However, the FHSS method has a disadvantage in that the hopping is performed irrespective of the presence or absence of an interference source over the entire frequency band, resulting in occurrence of a packet loss when the hopping is made to a specific frequency where interference is present. In this case, data (voice, audio and video) to be transmitted in real time cannot help suffering a degradation in quality if no error recovery is made.

DISCLOSURE OF THE INVENTION

Therefore, the present invention has been made in view of the above problems, and it is an object of the present invention to provide a method and apparatus for adaptively finding a channel frequency with no interference and transmitting wireless data at the found channel frequency, so that the quality of wireless transmission of real-time data can be enhanced by recovering a data loss resulting from intermittent interference and avoiding the influence of continuous interference.

In accordance with one aspect of the present invention, the above and other objects can be accomplished by the provision of a device for transmitting wireless data through an adaptive frequency selection by using a frequency hopping scheme, the device comprising:

    • a transmission data generator for appending at least a redundancy and CRC for error recovery to data to be transmitted, and interleaving and outputting the resulting data;
    • an access code generator for appending an access code to the outputted transmission data, and packetizing the resulting data;
    • an access code detector for detecting an access code from a received packet;
    • a received data restoration unit for checking a CRC in data of the received packet to determine whether an error occurs in the data, and then RS-decoding deinterleaved data to recover a data loss,
    • the device further comprising:
    • a channel interference detector for comparing the accumulated number of non-identical bits of access codes detected for a predetermined period of time with a prestored threshold value, and detecting from the comparison result whether channel interference occurs;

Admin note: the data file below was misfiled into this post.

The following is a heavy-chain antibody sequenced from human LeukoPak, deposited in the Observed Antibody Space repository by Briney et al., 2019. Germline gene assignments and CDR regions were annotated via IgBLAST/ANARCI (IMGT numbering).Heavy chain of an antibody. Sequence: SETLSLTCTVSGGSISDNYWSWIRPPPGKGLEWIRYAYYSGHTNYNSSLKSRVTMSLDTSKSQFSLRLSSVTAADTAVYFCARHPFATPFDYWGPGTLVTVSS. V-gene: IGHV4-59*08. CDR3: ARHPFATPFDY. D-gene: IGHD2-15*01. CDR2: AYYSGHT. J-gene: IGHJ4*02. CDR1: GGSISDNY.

• a hopping frequency generator for generating random hopping frequencies in response to a device address and a clock inputted thereto; and
    • a transmission/reception controller for searching channels of the random hopping frequencies for one channel with no interference, storing the searched channel as a replacement channel, and, if interference is continuously detected by the channel interference detector while alternately transmitting data through the setup channel and the replacement channel, and then changing the replacement channel to a new setup channel or searching for a new replacement channel and storing the searched replacement channel.

Preferably, the transmission/reception controller includes an internal memory storing program data for searching for a channel with no interference, the program data allowing the device to sequentially perform the steps of:

    • requesting a slave to perform a corresponding process for allowing data transmission and reception through one of the random hopping frequencies generated from the hopping frequency generator;
    • transmitting/receiving data through the requested channel frequency; and
    • storing the hopping frequency as information of the replacement channel when there is no channel interference.

In accordance with another aspect of the present invention, there is provided a method for transmitting wireless data using an adaptive frequency selection, the method being used in a device which includes a master and a slave and locally transmits wireless data in a frequency-changeable manner, the method comprising the steps of:

    • finding and storing a replacement channel with no interference which has a different frequency from a setup channel set as a data transmission channel;
    • checking whether there is interference in the replacement and setup channels while alternately transmitting data through the setup and replacement channels; and
    • when there is continuous channel interference in the setup channel, transmitting data after changing the stored replacement data to a new setup channel.

According to the present invention, a replacement channel with no interference is found and stored in advance. Thus, when channel interference continuously occurs, the stored replacement channel can be changed to a new setup channel for data transmission, thereby minimizing a data loss.

BRIEF DESCRIPTION OF THE DRAWINGS

The above and other objects, features and other advantages of the present invention will be more clearly understood from the following detailed description taken in conjunction with the accompanying drawings, in which:

FIG. 1 is a block diagram showing the construction of a wireless data transmission apparatus in accordance with a preferred embodiment of the present invention;

FIG. 2 is a view illustrating the structures of packets transmitted and received by the wireless data transmission apparatus in accordance with the embodiment of the present invention;

FIG. 3 is a flow chart illustrating the entire procedure of changing a current channel to a channel with no interference in accordance with the embodiment of the present invention;

FIG. 4 is a flow chart illustrating the step in FIG. 3 of searching for a replacement channel with no interference; and